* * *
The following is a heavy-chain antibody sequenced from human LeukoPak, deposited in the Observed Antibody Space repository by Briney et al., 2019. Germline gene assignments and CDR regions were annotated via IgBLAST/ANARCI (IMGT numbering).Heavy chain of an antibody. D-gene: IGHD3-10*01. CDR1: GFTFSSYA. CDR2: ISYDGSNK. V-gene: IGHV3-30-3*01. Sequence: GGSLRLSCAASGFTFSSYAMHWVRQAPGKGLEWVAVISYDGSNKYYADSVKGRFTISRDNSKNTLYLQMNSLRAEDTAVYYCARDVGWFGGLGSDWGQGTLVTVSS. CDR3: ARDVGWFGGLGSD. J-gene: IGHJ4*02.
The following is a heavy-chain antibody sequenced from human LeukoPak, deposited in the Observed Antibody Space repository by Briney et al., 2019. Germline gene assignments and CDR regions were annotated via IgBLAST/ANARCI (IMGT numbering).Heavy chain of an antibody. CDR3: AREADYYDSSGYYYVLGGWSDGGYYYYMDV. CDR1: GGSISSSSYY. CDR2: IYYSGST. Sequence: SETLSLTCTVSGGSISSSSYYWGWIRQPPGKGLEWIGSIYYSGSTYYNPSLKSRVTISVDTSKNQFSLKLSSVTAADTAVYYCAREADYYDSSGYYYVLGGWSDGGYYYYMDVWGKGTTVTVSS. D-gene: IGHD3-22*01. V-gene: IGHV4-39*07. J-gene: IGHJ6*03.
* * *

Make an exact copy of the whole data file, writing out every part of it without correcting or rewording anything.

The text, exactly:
The following is a heavy-chain antibody sequenced from human LeukoPak, deposited in the Observed Antibody Space repository by Briney et al., 2019. Germline gene assignments and CDR regions were annotated via IgBLAST/ANARCI (IMGT numbering).Heavy chain of an antibody. D-gene: IGHD3-10*01. CDR1: GFTFSSYA. CDR2: ISYDGSNK. V-gene: IGHV3-30-3*01. Sequence: GGSLRLSCAASGFTFSSYAMHWVRQAPGKGLEWVAVISYDGSNKYYADSVKGRFTISRDNSKNTLYLQMNSLRAEDTAVYYCARDVGWFGGLGSDWGQGTLVTVSS. CDR3: ARDVGWFGGLGSD. J-gene: IGHJ4*02.
The following is a heavy-chain antibody sequenced from human LeukoPak, deposited in the Observed Antibody Space repository by Briney et al., 2019. Germline gene assignments and CDR regions were annotated via IgBLAST/ANARCI (IMGT numbering).Heavy chain of an antibody. CDR3: AREADYYDSSGYYYVLGGWSDGGYYYYMDV. CDR1: GGSISSSSYY. CDR2: IYYSGST. Sequence: SETLSLTCTVSGGSISSSSYYWGWIRQPPGKGLEWIGSIYYSGSTYYNPSLKSRVTISVDTSKNQFSLKLSSVTAADTAVYYCAREADYYDSSGYYYVLGGWSDGGYYYYMDVWGKGTTVTVSS. D-gene: IGHD3-22*01. V-gene: IGHV4-39*07. J-gene: IGHJ6*03.